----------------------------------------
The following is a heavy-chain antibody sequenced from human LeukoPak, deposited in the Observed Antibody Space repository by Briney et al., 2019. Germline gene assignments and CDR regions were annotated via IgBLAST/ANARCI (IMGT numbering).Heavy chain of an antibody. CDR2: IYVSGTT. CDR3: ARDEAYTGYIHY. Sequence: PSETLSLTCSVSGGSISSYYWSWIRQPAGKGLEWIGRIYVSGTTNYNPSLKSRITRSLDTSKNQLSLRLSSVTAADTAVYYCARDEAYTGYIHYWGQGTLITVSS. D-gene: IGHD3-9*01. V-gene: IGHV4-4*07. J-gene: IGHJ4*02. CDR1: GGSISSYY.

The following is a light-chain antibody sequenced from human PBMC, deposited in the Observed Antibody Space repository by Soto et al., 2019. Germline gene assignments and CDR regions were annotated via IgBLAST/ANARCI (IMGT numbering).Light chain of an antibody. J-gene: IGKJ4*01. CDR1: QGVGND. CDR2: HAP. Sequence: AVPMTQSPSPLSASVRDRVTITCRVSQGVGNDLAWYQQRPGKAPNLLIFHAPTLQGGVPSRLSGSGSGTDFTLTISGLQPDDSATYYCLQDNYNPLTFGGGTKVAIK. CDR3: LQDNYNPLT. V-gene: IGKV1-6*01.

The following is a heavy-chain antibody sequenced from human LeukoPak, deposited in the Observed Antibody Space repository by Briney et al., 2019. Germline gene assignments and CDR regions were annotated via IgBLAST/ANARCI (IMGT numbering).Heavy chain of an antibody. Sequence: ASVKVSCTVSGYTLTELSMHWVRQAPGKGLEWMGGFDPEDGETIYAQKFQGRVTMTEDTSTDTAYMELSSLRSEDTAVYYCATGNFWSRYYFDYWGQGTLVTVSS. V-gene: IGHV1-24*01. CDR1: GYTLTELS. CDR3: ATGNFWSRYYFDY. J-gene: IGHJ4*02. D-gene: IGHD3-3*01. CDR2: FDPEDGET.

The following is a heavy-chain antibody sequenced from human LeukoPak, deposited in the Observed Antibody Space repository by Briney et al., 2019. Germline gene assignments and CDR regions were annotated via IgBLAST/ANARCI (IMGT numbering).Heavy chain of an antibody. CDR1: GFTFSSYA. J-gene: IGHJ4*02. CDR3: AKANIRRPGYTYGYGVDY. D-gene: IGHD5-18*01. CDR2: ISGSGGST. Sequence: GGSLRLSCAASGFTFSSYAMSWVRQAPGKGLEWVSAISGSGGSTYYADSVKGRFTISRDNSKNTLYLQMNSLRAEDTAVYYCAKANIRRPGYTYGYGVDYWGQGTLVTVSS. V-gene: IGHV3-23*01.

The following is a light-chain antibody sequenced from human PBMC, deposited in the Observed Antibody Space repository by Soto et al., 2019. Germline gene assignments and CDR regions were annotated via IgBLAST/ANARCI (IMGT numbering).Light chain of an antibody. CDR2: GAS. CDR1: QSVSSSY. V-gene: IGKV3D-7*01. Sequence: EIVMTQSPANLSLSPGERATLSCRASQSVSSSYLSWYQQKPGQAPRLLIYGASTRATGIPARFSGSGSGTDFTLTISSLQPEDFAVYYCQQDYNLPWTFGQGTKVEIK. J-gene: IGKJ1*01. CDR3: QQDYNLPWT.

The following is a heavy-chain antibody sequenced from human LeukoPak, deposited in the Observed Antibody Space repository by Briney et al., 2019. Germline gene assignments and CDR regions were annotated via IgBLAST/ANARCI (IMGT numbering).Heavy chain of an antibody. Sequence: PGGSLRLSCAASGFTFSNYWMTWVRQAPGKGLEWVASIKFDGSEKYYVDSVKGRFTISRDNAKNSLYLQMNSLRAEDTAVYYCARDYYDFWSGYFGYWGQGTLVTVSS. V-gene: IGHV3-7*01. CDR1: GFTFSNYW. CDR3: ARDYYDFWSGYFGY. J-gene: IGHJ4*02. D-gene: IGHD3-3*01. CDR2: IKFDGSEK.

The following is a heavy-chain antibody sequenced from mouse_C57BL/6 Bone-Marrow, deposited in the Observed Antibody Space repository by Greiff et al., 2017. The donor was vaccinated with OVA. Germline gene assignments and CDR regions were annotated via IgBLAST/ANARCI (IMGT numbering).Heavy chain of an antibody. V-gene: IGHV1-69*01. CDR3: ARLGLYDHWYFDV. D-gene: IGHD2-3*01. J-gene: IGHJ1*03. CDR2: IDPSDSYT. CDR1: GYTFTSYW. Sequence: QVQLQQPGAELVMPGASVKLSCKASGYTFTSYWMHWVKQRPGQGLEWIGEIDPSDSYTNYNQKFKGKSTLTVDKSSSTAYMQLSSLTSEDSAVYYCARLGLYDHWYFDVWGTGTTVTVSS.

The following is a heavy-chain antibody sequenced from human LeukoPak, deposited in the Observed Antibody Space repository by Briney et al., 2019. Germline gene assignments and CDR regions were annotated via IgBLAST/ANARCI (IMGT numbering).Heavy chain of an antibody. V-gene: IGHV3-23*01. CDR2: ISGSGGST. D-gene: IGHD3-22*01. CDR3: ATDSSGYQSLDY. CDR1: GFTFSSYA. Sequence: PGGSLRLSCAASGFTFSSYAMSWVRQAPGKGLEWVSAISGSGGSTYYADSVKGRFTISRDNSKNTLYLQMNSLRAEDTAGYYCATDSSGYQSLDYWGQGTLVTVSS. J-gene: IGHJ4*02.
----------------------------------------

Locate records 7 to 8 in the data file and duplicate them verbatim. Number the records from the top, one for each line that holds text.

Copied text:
The following is a heavy-chain antibody sequenced from mouse_C57BL/6 Bone-Marrow, deposited in the Observed Antibody Space repository by Greiff et al., 2017. The donor was vaccinated with OVA. Germline gene assignments and CDR regions were annotated via IgBLAST/ANARCI (IMGT numbering).Heavy chain of an antibody. V-gene: IGHV1-69*01. CDR3: ARLGLYDHWYFDV. D-gene: IGHD2-3*01. J-gene: IGHJ1*03. CDR2: IDPSDSYT. CDR1: GYTFTSYW. Sequence: QVQLQQPGAELVMPGASVKLSCKASGYTFTSYWMHWVKQRPGQGLEWIGEIDPSDSYTNYNQKFKGKSTLTVDKSSSTAYMQLSSLTSEDSAVYYCARLGLYDHWYFDVWGTGTTVTVSS.

The following is a heavy-chain antibody sequenced from human LeukoPak, deposited in the Observed Antibody Space repository by Briney et al., 2019. Germline gene assignments and CDR regions were annotated via IgBLAST/ANARCI (IMGT numbering).Heavy chain of an antibody. V-gene: IGHV3-23*01. CDR2: ISGSGGST. D-gene: IGHD3-22*01. CDR3: ATDSSGYQSLDY. CDR1: GFTFSSYA. Sequence: PGGSLRLSCAASGFTFSSYAMSWVRQAPGKGLEWVSAISGSGGSTYYADSVKGRFTISRDNSKNTLYLQMNSLRAEDTAGYYCATDSSGYQSLDYWGQGTLVTVSS. J-gene: IGHJ4*02.